Carol Hicks
Los Angeles, California

Letters to the Editor: Winter/Spring 2012

I cannot tell you how delighted I was to read the very well-done article about Santa Monica Hospital. It brought back so many memories for me! At age 7, I had my tonsils out in the original old red brick hospital building - I still remember the ward of 6 crying kids. Much later, I completed my family practice residency there and taught in the program for six more years. To see the amazing transformation over these last several decades is truly inspiring. The residency program has trained so many fine physicians, and always had great support from physicians in all specialties for teaching and patient care. I will always treasure my experiences and education at Santa Monica Hospital and am so glad UCLA is carrying on the strong tradition of education of physicians in a community setting. Bravo.

Jane M., MD '77

Overland Park, Kansas

I am not in the habit of commending organizations for their publications, but my husband, a UCLA alum, and I were very impressed with the contents, and most especially the design, of the Winter/Spring 2012 edition of UCLA Medicine. The articles were well written and their beautiful layout made them particularly accessible. Thank you for making the extra effort to put out this first-rate material.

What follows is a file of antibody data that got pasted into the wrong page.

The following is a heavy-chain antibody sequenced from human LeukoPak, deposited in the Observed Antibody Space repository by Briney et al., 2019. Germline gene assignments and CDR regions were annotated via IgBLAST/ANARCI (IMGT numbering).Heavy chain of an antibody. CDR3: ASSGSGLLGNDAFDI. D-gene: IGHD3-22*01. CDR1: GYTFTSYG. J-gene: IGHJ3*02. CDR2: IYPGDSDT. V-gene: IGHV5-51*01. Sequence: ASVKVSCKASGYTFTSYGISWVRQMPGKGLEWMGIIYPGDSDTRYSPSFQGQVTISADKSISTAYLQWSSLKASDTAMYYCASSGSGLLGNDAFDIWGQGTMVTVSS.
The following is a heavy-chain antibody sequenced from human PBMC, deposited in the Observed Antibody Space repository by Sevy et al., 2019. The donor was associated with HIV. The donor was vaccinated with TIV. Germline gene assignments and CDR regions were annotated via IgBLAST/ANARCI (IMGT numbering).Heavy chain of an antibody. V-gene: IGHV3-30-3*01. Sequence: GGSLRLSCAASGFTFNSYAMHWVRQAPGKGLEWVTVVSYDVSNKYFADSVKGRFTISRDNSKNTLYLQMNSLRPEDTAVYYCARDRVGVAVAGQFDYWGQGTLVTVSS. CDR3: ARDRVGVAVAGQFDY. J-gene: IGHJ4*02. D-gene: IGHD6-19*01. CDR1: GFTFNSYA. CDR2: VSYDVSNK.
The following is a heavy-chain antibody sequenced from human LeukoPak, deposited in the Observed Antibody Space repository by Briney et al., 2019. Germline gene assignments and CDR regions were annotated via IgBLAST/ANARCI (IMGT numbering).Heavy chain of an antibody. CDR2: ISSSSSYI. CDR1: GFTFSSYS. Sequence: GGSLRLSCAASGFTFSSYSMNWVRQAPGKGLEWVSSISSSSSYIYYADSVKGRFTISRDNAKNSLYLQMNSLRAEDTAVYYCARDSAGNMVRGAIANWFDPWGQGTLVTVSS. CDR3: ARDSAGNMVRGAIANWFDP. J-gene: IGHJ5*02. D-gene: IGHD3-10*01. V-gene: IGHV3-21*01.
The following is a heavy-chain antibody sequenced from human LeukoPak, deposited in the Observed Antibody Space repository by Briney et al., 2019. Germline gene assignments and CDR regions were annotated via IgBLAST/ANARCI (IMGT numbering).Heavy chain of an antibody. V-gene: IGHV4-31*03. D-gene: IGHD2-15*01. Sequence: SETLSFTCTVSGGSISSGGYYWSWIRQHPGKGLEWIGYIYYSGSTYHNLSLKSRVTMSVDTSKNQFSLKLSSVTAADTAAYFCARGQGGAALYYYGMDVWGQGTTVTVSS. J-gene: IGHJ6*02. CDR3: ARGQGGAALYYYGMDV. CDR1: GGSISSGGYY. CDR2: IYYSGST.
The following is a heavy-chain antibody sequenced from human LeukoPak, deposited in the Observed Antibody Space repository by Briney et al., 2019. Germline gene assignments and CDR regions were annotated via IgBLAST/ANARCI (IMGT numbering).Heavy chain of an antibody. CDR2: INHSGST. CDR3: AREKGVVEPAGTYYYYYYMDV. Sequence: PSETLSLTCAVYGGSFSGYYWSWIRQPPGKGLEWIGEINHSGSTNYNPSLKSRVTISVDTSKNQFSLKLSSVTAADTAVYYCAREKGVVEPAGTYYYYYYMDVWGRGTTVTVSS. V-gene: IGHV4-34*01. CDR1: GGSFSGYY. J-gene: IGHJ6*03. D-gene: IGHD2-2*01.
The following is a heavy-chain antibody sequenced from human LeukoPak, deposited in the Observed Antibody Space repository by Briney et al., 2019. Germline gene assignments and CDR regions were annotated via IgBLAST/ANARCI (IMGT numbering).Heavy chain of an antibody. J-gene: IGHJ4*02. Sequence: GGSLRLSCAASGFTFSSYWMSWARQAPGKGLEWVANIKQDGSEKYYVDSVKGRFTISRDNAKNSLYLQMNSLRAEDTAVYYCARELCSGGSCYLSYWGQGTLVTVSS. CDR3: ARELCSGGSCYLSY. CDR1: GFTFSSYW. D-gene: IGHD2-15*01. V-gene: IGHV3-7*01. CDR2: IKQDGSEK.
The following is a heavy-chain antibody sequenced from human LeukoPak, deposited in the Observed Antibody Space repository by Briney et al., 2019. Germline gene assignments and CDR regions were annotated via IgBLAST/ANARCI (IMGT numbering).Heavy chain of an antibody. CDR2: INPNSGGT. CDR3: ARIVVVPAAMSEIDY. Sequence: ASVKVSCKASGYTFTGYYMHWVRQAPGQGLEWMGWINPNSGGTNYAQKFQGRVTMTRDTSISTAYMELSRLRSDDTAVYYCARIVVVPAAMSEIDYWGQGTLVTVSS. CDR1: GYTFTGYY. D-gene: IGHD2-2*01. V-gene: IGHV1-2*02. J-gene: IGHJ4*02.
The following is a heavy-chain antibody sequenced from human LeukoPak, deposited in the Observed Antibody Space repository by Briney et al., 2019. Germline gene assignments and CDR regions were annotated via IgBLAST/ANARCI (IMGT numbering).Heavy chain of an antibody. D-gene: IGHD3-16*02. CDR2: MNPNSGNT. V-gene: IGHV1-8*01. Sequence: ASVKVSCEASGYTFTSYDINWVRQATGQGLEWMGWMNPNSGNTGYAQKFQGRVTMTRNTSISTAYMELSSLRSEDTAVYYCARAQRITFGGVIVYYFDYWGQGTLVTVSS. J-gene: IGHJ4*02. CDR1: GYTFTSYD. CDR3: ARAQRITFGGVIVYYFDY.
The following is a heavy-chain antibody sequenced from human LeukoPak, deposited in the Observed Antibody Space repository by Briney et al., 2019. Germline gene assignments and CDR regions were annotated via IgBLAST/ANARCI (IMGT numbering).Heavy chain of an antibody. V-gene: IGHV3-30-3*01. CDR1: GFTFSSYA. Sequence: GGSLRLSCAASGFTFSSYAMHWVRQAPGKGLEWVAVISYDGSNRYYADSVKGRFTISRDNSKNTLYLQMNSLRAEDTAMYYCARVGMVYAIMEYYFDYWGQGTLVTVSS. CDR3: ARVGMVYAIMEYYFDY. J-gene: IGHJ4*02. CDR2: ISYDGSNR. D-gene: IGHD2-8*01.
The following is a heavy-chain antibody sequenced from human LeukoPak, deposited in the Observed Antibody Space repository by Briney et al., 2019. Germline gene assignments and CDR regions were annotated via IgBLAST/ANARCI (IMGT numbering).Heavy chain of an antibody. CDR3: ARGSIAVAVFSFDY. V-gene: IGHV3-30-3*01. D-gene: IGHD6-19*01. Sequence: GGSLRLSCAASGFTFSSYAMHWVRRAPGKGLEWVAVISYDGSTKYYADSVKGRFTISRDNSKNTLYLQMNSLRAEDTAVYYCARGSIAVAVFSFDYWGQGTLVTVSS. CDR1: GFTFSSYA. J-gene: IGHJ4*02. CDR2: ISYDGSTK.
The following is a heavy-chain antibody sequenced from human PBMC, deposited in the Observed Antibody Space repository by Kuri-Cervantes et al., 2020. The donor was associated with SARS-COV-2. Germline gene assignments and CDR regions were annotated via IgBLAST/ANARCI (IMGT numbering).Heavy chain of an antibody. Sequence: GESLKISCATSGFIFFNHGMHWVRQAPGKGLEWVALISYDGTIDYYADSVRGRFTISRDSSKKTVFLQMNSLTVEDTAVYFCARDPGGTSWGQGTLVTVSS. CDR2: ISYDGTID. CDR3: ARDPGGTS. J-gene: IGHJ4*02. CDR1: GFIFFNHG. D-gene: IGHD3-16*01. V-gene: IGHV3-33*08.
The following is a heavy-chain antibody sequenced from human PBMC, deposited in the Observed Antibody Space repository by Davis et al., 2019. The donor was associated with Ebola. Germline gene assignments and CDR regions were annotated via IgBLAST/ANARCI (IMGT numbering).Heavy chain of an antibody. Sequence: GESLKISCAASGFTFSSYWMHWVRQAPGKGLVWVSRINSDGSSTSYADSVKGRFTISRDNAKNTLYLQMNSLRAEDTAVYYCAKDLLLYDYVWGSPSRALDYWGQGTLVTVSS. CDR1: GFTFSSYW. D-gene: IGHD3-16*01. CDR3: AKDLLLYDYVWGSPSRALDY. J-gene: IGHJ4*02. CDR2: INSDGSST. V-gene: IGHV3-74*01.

Lisa R. and Walt L.

Pacific Palisades, California

Thank you for this latest edition of UCLA Medicine - always a most informing magazine and much appreciated. I have been involved with UCLA as a student and graduate and now as a member of the UCLA Affiliates and value my many years of involvement with this institution. I wished to say how very much I enjoyed the moving article "The Healing Medicine of a Wet Nose" since I am an active animal advocate and have volunteered with the HSUS producing the Genesis Awards for 26 years among other involvements and know how wonderful and inspirational this human-animal bond can be! Thank you for all your good and vital work and again, for this enlightening issue of UCLA Medicine! I would also like to express how elegant and attractive I found the architecture of the new Santa Monica hospital and how handsome were the art deco lamps! I am very proud of this magnificent structure, which does great credit to the decision makers and the Westside in general!